September 21, 2015
TV technology is getting closer to monitoring and analyzing our facial expressions in order to distinguish between boredom and enthusiasm to better understand our viewing tastes. Software from media startup Affectiva could usher in a new frontier in television viewing, one in which our devices watch our reactions and offer content suggestions or enable brands to provide more targeted ads. If consumers are willing to allow their emotional data to be gathered, movie and TV show recommendations from Netflix, for example, could become more relevant.
According to New Scientist, “Affectiva’s software first pinpoints important facial markers, such as the mouth, eyebrows and the tip of the nose. Then, machine-learning algorithms watch how those regions move or how the skin texture and color changes over the course of the video. These changes are broken down into discrete expressions indicating shifting emotions.”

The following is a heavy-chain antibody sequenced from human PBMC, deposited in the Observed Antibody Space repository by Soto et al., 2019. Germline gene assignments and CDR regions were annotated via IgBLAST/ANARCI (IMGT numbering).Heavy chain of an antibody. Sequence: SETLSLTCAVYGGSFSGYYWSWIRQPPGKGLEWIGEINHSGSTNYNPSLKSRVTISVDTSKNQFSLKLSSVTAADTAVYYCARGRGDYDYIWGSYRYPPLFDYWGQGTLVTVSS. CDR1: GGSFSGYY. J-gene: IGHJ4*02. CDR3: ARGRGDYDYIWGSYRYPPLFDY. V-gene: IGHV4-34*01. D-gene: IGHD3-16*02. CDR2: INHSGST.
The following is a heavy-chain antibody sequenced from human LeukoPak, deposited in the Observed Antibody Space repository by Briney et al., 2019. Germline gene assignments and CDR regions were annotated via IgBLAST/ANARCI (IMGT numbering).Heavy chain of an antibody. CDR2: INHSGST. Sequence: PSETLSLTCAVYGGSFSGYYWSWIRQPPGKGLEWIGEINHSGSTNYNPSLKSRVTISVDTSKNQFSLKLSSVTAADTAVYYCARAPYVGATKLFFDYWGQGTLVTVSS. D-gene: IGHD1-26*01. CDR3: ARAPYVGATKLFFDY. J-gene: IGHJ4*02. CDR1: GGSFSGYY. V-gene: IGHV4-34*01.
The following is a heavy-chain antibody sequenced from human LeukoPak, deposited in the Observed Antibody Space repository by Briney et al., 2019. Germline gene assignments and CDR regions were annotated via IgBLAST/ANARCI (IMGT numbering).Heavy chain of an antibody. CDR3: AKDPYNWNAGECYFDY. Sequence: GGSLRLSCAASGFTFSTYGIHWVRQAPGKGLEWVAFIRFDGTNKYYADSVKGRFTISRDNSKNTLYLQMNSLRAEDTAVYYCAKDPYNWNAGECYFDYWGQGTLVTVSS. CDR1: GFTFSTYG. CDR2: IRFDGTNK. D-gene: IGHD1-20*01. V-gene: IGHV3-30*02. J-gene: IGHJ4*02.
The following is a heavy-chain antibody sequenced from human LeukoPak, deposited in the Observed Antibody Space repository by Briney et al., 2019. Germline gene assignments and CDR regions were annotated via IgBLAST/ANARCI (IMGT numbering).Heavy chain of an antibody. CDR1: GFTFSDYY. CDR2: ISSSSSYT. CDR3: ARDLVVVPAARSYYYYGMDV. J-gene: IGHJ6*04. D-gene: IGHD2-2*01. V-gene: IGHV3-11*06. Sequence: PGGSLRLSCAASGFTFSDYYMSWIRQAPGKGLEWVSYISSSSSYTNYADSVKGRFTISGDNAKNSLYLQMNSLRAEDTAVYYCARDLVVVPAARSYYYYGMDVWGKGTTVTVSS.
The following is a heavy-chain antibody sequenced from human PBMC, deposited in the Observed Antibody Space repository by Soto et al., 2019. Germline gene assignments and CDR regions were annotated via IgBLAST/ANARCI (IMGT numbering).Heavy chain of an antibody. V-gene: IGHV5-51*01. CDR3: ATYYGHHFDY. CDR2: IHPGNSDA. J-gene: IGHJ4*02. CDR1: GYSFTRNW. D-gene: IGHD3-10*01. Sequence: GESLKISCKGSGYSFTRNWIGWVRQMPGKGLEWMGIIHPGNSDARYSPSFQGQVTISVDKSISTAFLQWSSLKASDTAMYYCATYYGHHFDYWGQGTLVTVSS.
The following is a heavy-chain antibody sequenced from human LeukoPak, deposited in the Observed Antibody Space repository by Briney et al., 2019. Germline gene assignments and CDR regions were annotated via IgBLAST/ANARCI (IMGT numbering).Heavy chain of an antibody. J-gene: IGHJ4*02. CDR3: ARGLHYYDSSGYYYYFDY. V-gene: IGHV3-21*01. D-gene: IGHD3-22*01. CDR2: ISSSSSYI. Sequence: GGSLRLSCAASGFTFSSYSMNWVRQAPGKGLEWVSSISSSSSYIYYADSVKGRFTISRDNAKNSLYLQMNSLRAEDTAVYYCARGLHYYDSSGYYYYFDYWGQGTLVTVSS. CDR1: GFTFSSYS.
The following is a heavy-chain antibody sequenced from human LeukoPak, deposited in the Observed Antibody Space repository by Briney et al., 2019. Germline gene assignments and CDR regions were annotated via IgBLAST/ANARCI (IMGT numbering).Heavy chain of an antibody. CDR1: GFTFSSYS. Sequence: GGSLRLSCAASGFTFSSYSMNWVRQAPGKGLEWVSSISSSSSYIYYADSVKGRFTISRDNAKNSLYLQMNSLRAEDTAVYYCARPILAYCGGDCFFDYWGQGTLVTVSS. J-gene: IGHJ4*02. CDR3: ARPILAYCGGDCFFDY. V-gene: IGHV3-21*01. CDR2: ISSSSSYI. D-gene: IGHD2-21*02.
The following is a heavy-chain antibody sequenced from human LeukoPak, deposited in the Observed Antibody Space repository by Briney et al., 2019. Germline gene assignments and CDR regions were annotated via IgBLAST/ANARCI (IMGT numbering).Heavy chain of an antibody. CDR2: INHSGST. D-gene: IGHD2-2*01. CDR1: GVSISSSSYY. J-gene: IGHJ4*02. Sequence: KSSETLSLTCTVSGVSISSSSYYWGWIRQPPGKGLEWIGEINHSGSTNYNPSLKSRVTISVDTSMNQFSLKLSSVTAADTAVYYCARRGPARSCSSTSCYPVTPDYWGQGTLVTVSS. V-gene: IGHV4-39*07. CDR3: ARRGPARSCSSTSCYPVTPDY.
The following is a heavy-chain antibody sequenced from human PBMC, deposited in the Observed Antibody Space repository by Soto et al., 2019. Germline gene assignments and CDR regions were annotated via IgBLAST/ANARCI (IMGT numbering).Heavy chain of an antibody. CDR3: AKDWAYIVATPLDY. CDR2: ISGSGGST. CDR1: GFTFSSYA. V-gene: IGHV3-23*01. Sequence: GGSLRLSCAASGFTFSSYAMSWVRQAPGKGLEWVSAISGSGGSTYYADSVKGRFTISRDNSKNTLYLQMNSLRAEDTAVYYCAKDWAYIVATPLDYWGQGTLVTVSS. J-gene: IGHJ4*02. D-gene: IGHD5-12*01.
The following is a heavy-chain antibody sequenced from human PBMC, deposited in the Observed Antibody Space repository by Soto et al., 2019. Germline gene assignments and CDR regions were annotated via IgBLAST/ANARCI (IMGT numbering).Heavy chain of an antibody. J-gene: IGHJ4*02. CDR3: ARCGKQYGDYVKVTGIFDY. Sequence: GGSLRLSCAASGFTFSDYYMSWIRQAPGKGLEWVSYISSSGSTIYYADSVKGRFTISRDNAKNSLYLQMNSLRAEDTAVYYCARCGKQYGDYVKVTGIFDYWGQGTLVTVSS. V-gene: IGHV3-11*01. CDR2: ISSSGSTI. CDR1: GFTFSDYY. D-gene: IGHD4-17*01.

“It provides a way of getting at those more genuine, spontaneous interactions,” suggests Daniel McDuff, Affectiva’s principal scientist. “This is their visceral response. It’s not sent through a cognitive filter where they have to evaluate how they feel.”
The Affectiva team has so far collected over three million videos of people for its database. The individuals represent different ages, genders and ethnicities.
“Researchers used viewers’ home webcams to monitor the facial movements of more than 1,200 people as they watched advertisements for sweets, pet supplies and groceries,” explains Quartz. “The model accurately determined whether they enjoyed the video, according to the study published in the peer-reviewed IEEE Transactions on Affective Computing this month.”
While many consumers are already comfortable sharing personal data with companies, the facial expression technology could simply provide another data point, although privacy issues would likely be raised.
It is worth noting that since facial expressions vary across different personalities, and can be impacted by context such as a particularly challenging day, the technology is not foolproof.
However, the concept should still prove intriguing to advertisers, streaming services, television networks and electronics manufacturers.